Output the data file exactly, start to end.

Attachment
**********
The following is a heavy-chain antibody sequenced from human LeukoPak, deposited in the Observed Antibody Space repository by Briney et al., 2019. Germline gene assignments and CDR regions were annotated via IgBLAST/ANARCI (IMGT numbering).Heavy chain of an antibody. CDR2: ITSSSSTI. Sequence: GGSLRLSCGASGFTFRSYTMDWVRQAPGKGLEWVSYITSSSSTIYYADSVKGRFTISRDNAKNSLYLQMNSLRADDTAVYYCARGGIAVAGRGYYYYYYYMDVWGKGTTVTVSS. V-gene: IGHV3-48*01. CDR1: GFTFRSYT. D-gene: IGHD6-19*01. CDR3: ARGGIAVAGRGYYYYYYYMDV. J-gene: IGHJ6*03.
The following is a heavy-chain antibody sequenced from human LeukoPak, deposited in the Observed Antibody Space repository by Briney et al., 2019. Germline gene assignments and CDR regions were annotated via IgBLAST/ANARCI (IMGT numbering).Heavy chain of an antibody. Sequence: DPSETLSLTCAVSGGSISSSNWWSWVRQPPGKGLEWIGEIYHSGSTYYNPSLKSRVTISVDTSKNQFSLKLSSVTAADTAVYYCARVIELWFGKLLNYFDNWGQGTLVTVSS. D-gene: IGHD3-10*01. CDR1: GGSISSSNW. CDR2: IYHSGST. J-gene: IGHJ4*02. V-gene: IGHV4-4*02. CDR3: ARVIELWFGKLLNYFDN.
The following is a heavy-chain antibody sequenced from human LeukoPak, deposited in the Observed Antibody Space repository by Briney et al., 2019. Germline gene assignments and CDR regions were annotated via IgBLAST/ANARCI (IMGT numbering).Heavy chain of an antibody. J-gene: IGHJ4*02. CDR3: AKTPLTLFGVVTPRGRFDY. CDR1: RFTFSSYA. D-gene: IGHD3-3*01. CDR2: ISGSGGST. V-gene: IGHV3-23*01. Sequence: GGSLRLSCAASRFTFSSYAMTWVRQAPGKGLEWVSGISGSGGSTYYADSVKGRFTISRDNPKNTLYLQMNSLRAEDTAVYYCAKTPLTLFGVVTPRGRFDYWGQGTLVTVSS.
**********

The following is a heavy-chain antibody sequenced from human LeukoPak, deposited in the Observed Antibody Space repository by Briney et al., 2019. Germline gene assignments and CDR regions were annotated via IgBLAST/ANARCI (IMGT numbering).Heavy chain of an antibody. CDR2: ITSSSSTI. Sequence: GGSLRLSCGASGFTFRSYTMDWVRQAPGKGLEWVSYITSSSSTIYYADSVKGRFTISRDNAKNSLYLQMNSLRADDTAVYYCARGGIAVAGRGYYYYYYYMDVWGKGTTVTVSS. V-gene: IGHV3-48*01. CDR1: GFTFRSYT. D-gene: IGHD6-19*01. CDR3: ARGGIAVAGRGYYYYYYYMDV. J-gene: IGHJ6*03.
The following is a heavy-chain antibody sequenced from human LeukoPak, deposited in the Observed Antibody Space repository by Briney et al., 2019. Germline gene assignments and CDR regions were annotated via IgBLAST/ANARCI (IMGT numbering).Heavy chain of an antibody. Sequence: DPSETLSLTCAVSGGSISSSNWWSWVRQPPGKGLEWIGEIYHSGSTYYNPSLKSRVTISVDTSKNQFSLKLSSVTAADTAVYYCARVIELWFGKLLNYFDNWGQGTLVTVSS. D-gene: IGHD3-10*01. CDR1: GGSISSSNW. CDR2: IYHSGST. J-gene: IGHJ4*02. V-gene: IGHV4-4*02. CDR3: ARVIELWFGKLLNYFDN.
The following is a heavy-chain antibody sequenced from human LeukoPak, deposited in the Observed Antibody Space repository by Briney et al., 2019. Germline gene assignments and CDR regions were annotated via IgBLAST/ANARCI (IMGT numbering).Heavy chain of an antibody. J-gene: IGHJ4*02. CDR3: AKTPLTLFGVVTPRGRFDY. CDR1: RFTFSSYA. D-gene: IGHD3-3*01. CDR2: ISGSGGST. V-gene: IGHV3-23*01. Sequence: GGSLRLSCAASRFTFSSYAMTWVRQAPGKGLEWVSGISGSGGSTYYADSVKGRFTISRDNPKNTLYLQMNSLRAEDTAVYYCAKTPLTLFGVVTPRGRFDYWGQGTLVTVSS.